A pilot study of estradiol followed by exemestane for reversing endocrine resistance in postmenopausal women with hormone receptor-positive metastatic breast cancer

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Background. Endocrine resistance is a frequent complication, and strategies to reverse it are a high research priority for metastatic breast cancer (MBC) that is hormone receptor positive. Preclinical data suggest re-exposure to estrogen induces tumor regression in tamoxifen-resistant tumors. We conducted a pilot study to determine whether short-term estradiol exposure would reverse endocrine resistance and resensitize tumors.

Methods. Postmenopausal women with estrogen receptor-positive MBC whose disease had progressed after receiving at least one prior endocrine therapy were eligible for the study. Patients were initially treated with 6 mg/day estradiol, and those who had not progressed after 3months were then switchedtoexemestane.

Results. Thirteen patients were evaluable for toxicity and response. No grade 3 or 4 toxicities were observed. Of the 13 patients who initiated estradiol therapy, 6 patients (46%) had not experienced disease progression at month 3 and were switched to exemestane. On exemestane, disease progression was documented in five patients, with one having stable disease as best response. Median progression-free survival for all patients was 4.8 months (range: 0.6-9.5 months).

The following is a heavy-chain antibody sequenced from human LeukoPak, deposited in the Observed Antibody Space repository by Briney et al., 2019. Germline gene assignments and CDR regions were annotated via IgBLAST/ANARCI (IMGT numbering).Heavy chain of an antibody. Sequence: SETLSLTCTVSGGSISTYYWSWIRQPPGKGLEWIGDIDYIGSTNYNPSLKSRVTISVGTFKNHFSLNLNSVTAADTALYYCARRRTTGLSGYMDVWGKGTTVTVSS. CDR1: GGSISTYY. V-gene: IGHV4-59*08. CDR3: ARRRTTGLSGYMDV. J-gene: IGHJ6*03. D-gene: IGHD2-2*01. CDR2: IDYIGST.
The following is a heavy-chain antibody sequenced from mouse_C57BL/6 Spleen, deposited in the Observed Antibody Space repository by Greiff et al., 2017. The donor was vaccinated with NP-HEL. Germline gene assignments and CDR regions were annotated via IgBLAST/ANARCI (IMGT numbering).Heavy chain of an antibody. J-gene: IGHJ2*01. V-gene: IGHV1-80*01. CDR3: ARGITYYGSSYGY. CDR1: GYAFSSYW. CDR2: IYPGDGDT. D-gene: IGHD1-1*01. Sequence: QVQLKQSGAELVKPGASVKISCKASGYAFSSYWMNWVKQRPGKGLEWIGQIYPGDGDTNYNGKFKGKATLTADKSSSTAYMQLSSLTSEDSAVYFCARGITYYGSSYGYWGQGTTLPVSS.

Conclusion. Treatment with an estrogen prior to resuming antiestrogen treatments was not effective at reversing hormone resistance; however, low-dose estradiol treatment had measurable clinical activity with minimal toxicity and should be considered as a therapeutic option for hormone-refractory MBC.

Original languageEnglish (US)
Pages (from-to)1127-1128
Number of pages2
Issue number11
Publication statusPublished - 2014


ASJC Scopus subject areas

  • Cancer Research
  • Oncology

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